As a business owner, you have a lot of financial matters to balance. Maintaining financial health, stability, and growth involves calculating many different metrics to make sure your business is on the right track to hit the goals you’ve set for yourself.
An important metric to track within this process is your business’s cash conversion cycle. This number can help you understand how well you’re managing the process of buying inventory, collecting payments from customers or clients, and then paying your vendors for that inventory.
Getting a better grasp of the cash conversion cycle and how it demonstrates the financial health of your business can help you stay on top of cash flow and inventory management, among many other important facets of your operations.
Let’s explore the cash conversion cycle, how to calculate it, what a good cash conversion cycle looks like, and why this metric matters to your business.
The cash conversion cycle (CCC) is a metric that indicates how fast a company is able to convert its initial capital investment into cash. This cash flow metric can tell you how efficiently your business uses its short-term assets and liabilities to maintain liquidity.
In other words, the cash conversion cycle tells you how much time is between paying for inventory and/or supplies and getting paid by customers or clients.
Typically, you only calculate your CCC if you run a business that regularly handles inventory or materials, such as a retail business or construction company.
You may also know this metric by its other names—cash cycle, cash-to-cash cycle, or net operating cycle. However, it shouldn’t be confused with the operating cycle, which is a different metric altogether.
Operating cycle refers to the total number of days between when you purchase inventory and when customers pay for the inventory. In contrast, net operating cycle (aka CCC) is the length of time between actually paying for the inventory and collecting the payments from customers who’ve purchased inventory. This timeframe can include net-terms with you and vendors or your customers.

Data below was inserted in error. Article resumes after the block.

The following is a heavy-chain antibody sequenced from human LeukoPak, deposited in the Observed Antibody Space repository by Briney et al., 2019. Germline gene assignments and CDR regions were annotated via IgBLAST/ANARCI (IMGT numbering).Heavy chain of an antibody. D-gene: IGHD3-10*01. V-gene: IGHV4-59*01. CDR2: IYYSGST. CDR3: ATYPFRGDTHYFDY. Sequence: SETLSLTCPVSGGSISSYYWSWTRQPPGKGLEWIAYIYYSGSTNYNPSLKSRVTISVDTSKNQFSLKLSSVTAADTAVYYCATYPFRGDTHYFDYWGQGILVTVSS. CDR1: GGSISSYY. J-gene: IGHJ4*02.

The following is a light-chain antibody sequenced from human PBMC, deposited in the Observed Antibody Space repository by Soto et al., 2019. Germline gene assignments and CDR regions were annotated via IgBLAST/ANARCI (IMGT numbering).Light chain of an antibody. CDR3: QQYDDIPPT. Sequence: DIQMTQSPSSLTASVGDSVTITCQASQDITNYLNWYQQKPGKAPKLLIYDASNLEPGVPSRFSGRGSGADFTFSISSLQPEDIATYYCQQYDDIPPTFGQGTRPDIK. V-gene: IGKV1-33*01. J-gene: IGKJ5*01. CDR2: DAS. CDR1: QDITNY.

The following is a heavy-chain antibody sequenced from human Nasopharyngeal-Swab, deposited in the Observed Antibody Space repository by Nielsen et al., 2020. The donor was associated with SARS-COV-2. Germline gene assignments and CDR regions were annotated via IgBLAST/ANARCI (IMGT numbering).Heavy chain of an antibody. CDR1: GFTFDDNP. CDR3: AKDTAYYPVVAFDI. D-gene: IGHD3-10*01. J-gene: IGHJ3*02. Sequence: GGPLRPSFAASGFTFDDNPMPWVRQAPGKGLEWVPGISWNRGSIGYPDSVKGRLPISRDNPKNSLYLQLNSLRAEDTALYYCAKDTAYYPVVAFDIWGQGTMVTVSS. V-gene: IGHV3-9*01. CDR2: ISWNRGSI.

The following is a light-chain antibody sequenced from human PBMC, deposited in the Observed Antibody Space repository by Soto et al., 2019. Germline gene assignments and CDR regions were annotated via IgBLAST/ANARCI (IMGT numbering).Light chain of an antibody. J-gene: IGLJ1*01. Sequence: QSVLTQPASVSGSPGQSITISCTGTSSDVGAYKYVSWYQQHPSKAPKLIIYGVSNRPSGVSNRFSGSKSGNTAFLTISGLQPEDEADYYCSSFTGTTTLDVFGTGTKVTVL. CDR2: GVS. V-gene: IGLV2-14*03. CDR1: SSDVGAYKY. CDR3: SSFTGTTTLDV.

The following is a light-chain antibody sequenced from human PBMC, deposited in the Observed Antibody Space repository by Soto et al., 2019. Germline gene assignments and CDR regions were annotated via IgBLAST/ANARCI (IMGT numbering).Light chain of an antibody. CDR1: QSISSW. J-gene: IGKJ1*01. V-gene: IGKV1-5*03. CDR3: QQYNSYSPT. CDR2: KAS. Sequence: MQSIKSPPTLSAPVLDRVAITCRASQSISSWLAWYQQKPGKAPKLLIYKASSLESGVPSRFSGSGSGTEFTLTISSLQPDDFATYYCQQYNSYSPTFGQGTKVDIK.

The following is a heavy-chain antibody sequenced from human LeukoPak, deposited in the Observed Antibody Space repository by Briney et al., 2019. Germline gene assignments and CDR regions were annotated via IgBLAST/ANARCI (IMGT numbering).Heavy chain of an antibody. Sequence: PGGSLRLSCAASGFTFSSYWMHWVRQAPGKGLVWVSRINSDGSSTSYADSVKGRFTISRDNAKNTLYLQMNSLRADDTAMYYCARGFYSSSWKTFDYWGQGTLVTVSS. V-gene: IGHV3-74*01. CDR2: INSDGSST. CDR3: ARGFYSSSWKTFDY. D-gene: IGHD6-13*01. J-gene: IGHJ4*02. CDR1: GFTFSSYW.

You must use a few different operational ratios, including accounts receivable, accounts payable, and inventory turnover, to find the numbers you need to input into the CCC formula. You can find these elements on different financial statements, such as your balance sheets and income statements:
You must also determine the period for which you want to calculate the CCC, such as a whole fiscal year or a quarter. Use the number of days in the period you’re measuring, such as 365 days for a year or 90 days for a quarter. Make sure that you use the same period for every step to get the most accurate CCC calculation.
Here are the 3 elements that make up the CCC formula and how to calculate them:
Days Inventory Outstanding (DIO): This number is the average time it takes to convert inventory into goods you then sell. Find the DIO by taking your average inventory for the period you’re measuring, divide it by the COGS, and then multiply by the number of days in the period you’re measuring.
Days Sales Outstanding (DSO): This is the average number of days it takes to collect AR over the same period. First, divide your AR by net credit sales. Then, multiply that by the number of days in the period to find the DSO.
Days Payable Outstanding (DPO): This is the average number of days it takes your business to order from vendors and then pay your AP to them. Take the ending AP and divide it by COGS to get the DPO.
Or, you can calculate it with this formula:
Now that you have all the parts, you can use this formula to determine your CCC for a given period:
Companies with a low CCC typically have higher liquidity, meaning they have more cash on hand, which is a sign of great operational and financial management. When a CCC is high, that means a company is taking too long to convert inventory—that they’ve bought on credit that is to be paid back when customers start purchasing goods—into usable cash.
That means the goal is to have as low of a CCC as possible to ensure the best possible financial health of your business. Having a negative CCC is even better because it means your cash isn’t tied up for long at all. In fact, there’s no time spent waiting to get paid.
However, it’s important to note that online retail businesses are more likely than others to have a negative CCC. That’s because these businesses typically use drop shipping, meaning they don’t hold inventory and don’t have to pay for inventory until customers pay them first. This process also helps e-commerce stores manage a lot of the working capital problems that come with traditional brick-and-mortar retailers.
Here are some elements that make up a good CCC:
Keeping an eye on your cash conversion cycle is important to growing and sustaining your business. Investors, lenders, and other financial resources typically review a company’s CCC to determine its financial health and its liquidity. And the more liquid a company is, the more likely it is to pay back loans and grow investments. That makes for a great financing opportunity for lenders and investors.
You also can use your CCC to compare your business’s financial state to that of your competitors. It can give you a better idea of where you stand in terms of business practices and market share.
When your CCC is solid, it often means that you are managing your business operations, including inventory acquisition, turnover, and client or customer payments, well. That can make you feel more confident about the state of your business.